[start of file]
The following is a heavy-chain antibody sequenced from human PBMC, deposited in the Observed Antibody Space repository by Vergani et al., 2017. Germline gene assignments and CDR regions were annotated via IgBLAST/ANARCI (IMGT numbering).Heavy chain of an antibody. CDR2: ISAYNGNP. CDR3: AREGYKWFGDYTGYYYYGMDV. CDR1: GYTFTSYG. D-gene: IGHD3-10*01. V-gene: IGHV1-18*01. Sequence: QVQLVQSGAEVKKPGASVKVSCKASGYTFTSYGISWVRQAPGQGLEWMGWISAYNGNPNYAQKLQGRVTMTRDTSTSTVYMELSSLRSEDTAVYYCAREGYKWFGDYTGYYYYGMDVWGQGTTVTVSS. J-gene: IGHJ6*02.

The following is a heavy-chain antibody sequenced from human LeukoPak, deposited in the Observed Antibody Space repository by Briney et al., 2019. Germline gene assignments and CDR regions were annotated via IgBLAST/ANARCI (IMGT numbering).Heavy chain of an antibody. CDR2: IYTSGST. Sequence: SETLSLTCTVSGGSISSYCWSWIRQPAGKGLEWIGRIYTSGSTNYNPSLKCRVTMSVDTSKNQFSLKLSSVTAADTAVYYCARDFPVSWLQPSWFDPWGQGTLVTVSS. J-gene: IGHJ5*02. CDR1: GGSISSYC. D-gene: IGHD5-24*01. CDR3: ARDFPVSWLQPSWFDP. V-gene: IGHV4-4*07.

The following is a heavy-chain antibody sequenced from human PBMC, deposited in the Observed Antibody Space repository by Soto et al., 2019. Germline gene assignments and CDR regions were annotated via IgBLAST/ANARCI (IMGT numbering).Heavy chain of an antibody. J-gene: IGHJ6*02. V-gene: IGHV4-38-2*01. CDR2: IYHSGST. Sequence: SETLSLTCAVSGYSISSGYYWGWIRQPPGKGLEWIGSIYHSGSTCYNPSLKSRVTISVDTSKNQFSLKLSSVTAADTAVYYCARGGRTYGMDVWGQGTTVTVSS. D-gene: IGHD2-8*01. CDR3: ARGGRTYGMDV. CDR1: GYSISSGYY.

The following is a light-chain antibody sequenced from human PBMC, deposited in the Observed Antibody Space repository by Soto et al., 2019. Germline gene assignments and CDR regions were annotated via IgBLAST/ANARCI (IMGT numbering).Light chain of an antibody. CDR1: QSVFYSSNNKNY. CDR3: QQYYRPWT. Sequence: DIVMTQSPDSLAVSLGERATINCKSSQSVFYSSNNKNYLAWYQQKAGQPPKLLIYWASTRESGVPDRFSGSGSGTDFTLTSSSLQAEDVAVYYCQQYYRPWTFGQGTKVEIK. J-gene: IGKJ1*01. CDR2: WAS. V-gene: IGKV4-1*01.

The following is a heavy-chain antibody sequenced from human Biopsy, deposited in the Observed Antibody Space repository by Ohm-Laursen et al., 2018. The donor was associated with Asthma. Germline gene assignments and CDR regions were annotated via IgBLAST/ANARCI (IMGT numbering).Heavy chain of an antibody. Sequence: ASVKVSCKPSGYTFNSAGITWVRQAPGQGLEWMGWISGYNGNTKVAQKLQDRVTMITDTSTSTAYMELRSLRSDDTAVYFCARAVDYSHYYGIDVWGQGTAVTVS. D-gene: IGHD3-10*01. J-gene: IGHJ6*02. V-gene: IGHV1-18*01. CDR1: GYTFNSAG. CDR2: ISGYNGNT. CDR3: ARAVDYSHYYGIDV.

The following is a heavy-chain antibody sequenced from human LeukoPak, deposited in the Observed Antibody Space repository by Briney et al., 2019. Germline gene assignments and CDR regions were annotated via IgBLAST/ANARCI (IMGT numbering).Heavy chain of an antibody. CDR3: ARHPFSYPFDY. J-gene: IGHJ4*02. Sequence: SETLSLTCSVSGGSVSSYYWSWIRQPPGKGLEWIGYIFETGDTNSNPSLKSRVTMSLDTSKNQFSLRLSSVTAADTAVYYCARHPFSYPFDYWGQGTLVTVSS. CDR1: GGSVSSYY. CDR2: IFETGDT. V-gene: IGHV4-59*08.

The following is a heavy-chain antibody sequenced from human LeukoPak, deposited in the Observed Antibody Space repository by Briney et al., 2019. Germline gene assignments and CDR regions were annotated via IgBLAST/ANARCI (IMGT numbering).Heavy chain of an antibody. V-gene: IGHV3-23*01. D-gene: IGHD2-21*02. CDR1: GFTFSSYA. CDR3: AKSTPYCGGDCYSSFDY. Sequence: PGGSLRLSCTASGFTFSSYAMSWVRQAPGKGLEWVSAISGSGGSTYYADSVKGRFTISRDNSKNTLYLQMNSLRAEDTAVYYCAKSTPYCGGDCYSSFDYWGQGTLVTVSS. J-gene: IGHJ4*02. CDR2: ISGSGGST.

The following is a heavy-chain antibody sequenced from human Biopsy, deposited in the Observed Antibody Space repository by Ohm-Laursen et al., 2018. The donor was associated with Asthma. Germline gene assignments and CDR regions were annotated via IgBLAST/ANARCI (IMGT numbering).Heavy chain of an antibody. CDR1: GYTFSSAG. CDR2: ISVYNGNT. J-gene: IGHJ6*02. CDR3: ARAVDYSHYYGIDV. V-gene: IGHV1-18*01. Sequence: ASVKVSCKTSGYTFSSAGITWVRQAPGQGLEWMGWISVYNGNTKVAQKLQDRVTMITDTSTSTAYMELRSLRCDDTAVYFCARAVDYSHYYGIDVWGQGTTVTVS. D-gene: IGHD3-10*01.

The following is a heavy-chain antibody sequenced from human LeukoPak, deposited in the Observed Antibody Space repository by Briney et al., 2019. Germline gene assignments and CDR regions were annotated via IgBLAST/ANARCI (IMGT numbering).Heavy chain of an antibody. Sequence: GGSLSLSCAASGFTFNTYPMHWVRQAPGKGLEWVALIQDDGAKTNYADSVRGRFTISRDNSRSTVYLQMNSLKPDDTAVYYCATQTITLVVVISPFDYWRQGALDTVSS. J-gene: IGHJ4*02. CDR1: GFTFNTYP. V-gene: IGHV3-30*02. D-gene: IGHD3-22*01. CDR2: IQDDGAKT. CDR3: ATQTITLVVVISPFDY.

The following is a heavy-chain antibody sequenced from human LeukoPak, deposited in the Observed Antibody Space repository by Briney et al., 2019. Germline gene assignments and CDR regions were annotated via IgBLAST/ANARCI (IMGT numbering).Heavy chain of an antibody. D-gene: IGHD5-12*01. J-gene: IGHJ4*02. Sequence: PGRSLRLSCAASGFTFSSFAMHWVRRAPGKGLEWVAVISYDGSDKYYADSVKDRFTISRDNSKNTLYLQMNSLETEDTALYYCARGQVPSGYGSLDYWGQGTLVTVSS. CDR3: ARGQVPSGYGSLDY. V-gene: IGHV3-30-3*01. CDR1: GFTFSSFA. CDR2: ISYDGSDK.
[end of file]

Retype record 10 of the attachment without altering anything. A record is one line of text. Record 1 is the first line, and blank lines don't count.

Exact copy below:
The following is a heavy-chain antibody sequenced from human LeukoPak, deposited in the Observed Antibody Space repository by Briney et al., 2019. Germline gene assignments and CDR regions were annotated via IgBLAST/ANARCI (IMGT numbering).Heavy chain of an antibody. D-gene: IGHD5-12*01. J-gene: IGHJ4*02. Sequence: PGRSLRLSCAASGFTFSSFAMHWVRRAPGKGLEWVAVISYDGSDKYYADSVKDRFTISRDNSKNTLYLQMNSLETEDTALYYCARGQVPSGYGSLDYWGQGTLVTVSS. CDR3: ARGQVPSGYGSLDY. V-gene: IGHV3-30-3*01. CDR1: GFTFSSFA. CDR2: ISYDGSDK.